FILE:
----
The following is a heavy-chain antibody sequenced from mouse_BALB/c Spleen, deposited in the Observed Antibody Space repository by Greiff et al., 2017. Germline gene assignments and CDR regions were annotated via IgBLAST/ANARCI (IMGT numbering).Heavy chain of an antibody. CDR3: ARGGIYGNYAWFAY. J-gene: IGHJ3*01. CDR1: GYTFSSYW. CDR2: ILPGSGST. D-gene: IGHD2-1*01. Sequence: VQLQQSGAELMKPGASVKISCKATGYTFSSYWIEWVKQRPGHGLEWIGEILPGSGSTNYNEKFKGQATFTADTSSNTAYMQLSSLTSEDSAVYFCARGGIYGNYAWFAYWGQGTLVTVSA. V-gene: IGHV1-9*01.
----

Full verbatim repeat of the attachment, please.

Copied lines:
The following is a heavy-chain antibody sequenced from mouse_BALB/c Spleen, deposited in the Observed Antibody Space repository by Greiff et al., 2017. Germline gene assignments and CDR regions were annotated via IgBLAST/ANARCI (IMGT numbering).Heavy chain of an antibody. CDR3: ARGGIYGNYAWFAY. J-gene: IGHJ3*01. CDR1: GYTFSSYW. CDR2: ILPGSGST. D-gene: IGHD2-1*01. Sequence: VQLQQSGAELMKPGASVKISCKATGYTFSSYWIEWVKQRPGHGLEWIGEILPGSGSTNYNEKFKGQATFTADTSSNTAYMQLSSLTSEDSAVYFCARGGIYGNYAWFAYWGQGTLVTVSA. V-gene: IGHV1-9*01.